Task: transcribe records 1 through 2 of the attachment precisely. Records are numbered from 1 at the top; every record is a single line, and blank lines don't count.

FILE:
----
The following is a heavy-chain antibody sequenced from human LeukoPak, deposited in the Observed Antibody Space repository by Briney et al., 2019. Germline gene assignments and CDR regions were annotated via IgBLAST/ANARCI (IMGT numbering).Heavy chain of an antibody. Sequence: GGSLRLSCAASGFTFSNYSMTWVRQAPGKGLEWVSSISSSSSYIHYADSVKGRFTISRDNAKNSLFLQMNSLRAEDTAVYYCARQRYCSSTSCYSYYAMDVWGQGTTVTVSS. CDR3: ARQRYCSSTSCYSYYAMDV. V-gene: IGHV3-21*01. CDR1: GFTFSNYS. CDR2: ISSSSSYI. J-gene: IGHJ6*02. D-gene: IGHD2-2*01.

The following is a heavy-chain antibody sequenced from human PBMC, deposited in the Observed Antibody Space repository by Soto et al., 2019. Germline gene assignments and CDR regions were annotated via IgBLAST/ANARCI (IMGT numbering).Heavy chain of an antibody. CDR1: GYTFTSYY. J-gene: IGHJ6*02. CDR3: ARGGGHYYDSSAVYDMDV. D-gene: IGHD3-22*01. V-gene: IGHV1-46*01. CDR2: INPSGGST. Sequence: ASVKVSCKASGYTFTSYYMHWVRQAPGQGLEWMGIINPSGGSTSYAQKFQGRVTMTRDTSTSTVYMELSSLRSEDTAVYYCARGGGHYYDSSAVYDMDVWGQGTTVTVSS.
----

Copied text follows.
The following is a heavy-chain antibody sequenced from human LeukoPak, deposited in the Observed Antibody Space repository by Briney et al., 2019. Germline gene assignments and CDR regions were annotated via IgBLAST/ANARCI (IMGT numbering).Heavy chain of an antibody. Sequence: GGSLRLSCAASGFTFSNYSMTWVRQAPGKGLEWVSSISSSSSYIHYADSVKGRFTISRDNAKNSLFLQMNSLRAEDTAVYYCARQRYCSSTSCYSYYAMDVWGQGTTVTVSS. CDR3: ARQRYCSSTSCYSYYAMDV. V-gene: IGHV3-21*01. CDR1: GFTFSNYS. CDR2: ISSSSSYI. J-gene: IGHJ6*02. D-gene: IGHD2-2*01.

The following is a heavy-chain antibody sequenced from human PBMC, deposited in the Observed Antibody Space repository by Soto et al., 2019. Germline gene assignments and CDR regions were annotated via IgBLAST/ANARCI (IMGT numbering).Heavy chain of an antibody. CDR1: GYTFTSYY. J-gene: IGHJ6*02. CDR3: ARGGGHYYDSSAVYDMDV. D-gene: IGHD3-22*01. V-gene: IGHV1-46*01. CDR2: INPSGGST. Sequence: ASVKVSCKASGYTFTSYYMHWVRQAPGQGLEWMGIINPSGGSTSYAQKFQGRVTMTRDTSTSTVYMELSSLRSEDTAVYYCARGGGHYYDSSAVYDMDVWGQGTTVTVSS.